No image captures our attention quite like the human face — its ability to communicate is unparalleled. All of mankind believes they are ‘face readers,’ too. Phi, or the golden section, would appear to be the universal standard of beauty (whether we like it, or not). Phi is 1 to 1.618. Shan Baker, the president of the AAFPRS (American Academy of Facial Plastic and Reconstructive Surgery) puts it this way: “While beauty may be in the eye of the beholder, there’s a real mathematical equation for measuring a person’s attractiveness. In fact, the skeletal proportions are the true determining factors.” According to the AAFPRS the perfect face looks like this: high cheekbones and a clear complexion are givens, but the well-proportioned face also divides into equal thirds when lines are drawn through the forehead hairline, the brow, the base of the nose and the edge of the chin. For women, short, delicate jaws, fine chins and graceful noses, along with prominent eyes, full lips and visible cheekbones. For men: broad foreheads, deep-set eyes, imposing brows, and strong jaws make up the most desirable male.
And that, ladies and gentlemen, brings us to the concept of ‘assortative mating,’ i.e., the attraction to others who are like oneself. “Wanna’ go for a ride?!” Well, here we go: most couples, husbands and wives, tend to be similar. They come from similar religious backgrounds, from similar ethnic backgrounds, have similar levels of innate intelligence, and many similar personality traits, including moral codes. From whence comes this congruity?
Well, Aristophanes, the comic satirist, presented a unique take on the concept. It goes like this: the god, Apollo, divided man into two parts, each part desiring its other half; and once they came together, throwing their arms about each other, they entwined in mutual embraces, longing to once again become one. Eventually, they were on the verge of dying from hunger and self-neglect, because they did not like to do anything apart from each other. But when one of them died and the other survived, the survivor sought another mate, man or woman as we call them, and grabbed hold of that.
Interestingly enough, this theory has corroboration. Genesis 1:27 and Genesis 2:21-22 provide a similar creation of Adam and Eve. The passage plainly reads: “And God created man in his image, in the image of God created he him, male and female created he them.” Thus it is clear that the man spoken of here, first in the singular as ‘him,’ and then in the plural as ‘them,’ originally comprised in himself the nature of Eve as well as the nature of Adam. Obviously the idea expressed here in Genesis is ultimately the same as thay of Aristophanes. And from the standpoint of physiology neither man nor woman is an individual in the ‘whole’ sense, rather the combination of the two makes up the whole. Each one of them, man alone or woman alone is but a one-sided half of human existence. Each, by itself alone, is doomed to die; both in unison are immortal.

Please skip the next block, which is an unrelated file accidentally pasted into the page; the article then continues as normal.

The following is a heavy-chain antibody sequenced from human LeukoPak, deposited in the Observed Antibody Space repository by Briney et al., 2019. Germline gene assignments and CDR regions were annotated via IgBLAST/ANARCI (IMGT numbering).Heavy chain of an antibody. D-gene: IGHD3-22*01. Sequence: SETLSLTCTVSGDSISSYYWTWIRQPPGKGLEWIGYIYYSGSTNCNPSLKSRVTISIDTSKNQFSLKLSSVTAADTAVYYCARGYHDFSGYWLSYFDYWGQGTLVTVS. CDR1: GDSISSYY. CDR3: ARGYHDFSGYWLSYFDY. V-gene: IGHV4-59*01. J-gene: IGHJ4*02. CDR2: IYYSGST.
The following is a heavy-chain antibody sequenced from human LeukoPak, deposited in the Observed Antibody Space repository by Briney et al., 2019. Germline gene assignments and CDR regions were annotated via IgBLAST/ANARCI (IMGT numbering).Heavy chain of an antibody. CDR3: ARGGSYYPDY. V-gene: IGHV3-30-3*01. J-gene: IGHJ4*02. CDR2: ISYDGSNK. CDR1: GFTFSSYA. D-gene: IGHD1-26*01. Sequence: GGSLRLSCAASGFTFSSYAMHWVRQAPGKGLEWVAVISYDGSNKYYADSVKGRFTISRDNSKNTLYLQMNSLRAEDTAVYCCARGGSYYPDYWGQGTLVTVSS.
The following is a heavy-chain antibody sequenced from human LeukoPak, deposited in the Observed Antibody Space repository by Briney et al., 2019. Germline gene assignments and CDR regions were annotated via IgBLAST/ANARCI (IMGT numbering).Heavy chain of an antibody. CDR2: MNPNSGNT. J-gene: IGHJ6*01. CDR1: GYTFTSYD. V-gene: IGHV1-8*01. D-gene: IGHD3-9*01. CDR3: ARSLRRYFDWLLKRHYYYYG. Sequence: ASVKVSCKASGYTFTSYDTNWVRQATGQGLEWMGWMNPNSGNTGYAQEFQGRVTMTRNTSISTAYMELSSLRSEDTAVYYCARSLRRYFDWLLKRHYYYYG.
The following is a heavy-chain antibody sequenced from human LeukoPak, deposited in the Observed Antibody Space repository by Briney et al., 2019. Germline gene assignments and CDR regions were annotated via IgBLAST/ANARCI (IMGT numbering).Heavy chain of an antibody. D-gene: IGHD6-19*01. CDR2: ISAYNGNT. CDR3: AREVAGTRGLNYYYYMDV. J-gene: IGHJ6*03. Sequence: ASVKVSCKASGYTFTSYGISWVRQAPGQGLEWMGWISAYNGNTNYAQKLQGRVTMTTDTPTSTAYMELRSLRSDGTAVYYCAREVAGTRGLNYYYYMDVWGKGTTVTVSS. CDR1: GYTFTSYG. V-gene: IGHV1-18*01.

From these two lemmata we may gather that ‘living substance’ was originally asexual, or perhaps bisexual, and that its pristine state was immortal. Thus death was not the original lot of life. Death came into the world by the Fall, and subsequently by birth. Biologically, the process of meiosis and polar body are the explanation of death. Therefore, speaking philosophically, and logically, life cannot be annihilated; in other words, immortality is a fact. Indicative mood — for the grammarians.
One single question becomes salient: why have we lost interest in our ancestors? Well, on the one hand, the legend, the myth, is not taken literally. And since it is not taken literally, the imagination of mankind is not attracted to it. The myth is now interpreted solely as an allegory — mayhap an interesting one — but not factual. Now mankind believes in evolution — “our Father up a tree ….” Evolution is ostensibly the deeper comprehension of life, and a truer insight.
Glamor has left life. We now believe in ‘science.’ Yet mankind cannot live with his/her own conclusions. For the etic/emic reality is this: we live not for ourselves, but for others. And therein resides the beauty of life. If ‘science’ is correct, and evolution is the foundation of life, then there is no beauty. It is all just chance — a cosmic roll of the dice.
Beauty exists. I know it — for I have seen it. Thus I side with Aristophanes and Genesis. Simply look at one beautiful face — and you have seen the Truth. Immortality — present, active, indicative. It is!